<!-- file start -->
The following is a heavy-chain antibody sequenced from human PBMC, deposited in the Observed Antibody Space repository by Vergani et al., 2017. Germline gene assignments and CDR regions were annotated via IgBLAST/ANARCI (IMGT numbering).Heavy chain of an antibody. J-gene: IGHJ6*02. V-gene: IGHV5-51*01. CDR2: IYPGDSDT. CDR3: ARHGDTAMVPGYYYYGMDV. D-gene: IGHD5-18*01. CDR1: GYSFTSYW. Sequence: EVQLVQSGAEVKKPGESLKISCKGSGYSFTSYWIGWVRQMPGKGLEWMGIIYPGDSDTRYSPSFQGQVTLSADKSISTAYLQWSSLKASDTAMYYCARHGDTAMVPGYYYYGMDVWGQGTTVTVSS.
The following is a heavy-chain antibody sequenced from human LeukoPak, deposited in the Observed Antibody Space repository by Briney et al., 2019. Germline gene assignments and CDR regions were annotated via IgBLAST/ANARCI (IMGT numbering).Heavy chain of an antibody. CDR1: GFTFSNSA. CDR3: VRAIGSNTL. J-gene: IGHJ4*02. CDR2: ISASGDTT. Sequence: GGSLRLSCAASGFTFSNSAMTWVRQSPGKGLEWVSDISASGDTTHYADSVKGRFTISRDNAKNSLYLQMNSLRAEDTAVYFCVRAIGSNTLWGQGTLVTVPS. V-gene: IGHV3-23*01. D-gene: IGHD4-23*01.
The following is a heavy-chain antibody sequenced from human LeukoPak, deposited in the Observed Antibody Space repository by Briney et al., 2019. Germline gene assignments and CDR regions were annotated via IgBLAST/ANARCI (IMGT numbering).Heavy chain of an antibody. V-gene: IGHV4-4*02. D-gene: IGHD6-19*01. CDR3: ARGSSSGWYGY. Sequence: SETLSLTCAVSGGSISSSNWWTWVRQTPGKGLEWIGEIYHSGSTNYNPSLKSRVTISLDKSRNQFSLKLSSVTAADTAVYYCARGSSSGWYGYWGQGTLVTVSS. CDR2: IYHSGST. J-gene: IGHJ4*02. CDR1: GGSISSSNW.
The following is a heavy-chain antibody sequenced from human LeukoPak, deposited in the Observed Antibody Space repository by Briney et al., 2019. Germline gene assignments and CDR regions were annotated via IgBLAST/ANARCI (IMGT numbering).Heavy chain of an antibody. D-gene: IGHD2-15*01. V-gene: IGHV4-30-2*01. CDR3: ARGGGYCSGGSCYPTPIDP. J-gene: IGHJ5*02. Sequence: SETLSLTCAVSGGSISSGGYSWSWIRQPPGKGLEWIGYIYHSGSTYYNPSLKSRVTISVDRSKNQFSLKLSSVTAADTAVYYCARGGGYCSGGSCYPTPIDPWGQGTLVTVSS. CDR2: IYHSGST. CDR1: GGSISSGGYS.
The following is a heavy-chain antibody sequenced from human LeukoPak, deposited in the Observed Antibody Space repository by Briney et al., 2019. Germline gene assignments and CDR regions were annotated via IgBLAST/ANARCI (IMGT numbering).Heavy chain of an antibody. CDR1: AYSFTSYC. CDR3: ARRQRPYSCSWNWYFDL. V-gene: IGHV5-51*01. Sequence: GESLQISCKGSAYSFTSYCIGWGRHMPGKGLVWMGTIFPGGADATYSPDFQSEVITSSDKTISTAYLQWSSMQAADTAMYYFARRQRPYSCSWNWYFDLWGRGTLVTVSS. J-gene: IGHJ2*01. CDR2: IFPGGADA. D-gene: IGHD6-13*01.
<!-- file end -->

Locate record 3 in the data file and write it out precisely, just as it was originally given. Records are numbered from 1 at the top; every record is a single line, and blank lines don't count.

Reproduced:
The following is a heavy-chain antibody sequenced from human LeukoPak, deposited in the Observed Antibody Space repository by Briney et al., 2019. Germline gene assignments and CDR regions were annotated via IgBLAST/ANARCI (IMGT numbering).Heavy chain of an antibody. V-gene: IGHV4-4*02. D-gene: IGHD6-19*01. CDR3: ARGSSSGWYGY. Sequence: SETLSLTCAVSGGSISSSNWWTWVRQTPGKGLEWIGEIYHSGSTNYNPSLKSRVTISLDKSRNQFSLKLSSVTAADTAVYYCARGSSSGWYGYWGQGTLVTVSS. CDR2: IYHSGST. J-gene: IGHJ4*02. CDR1: GGSISSSNW.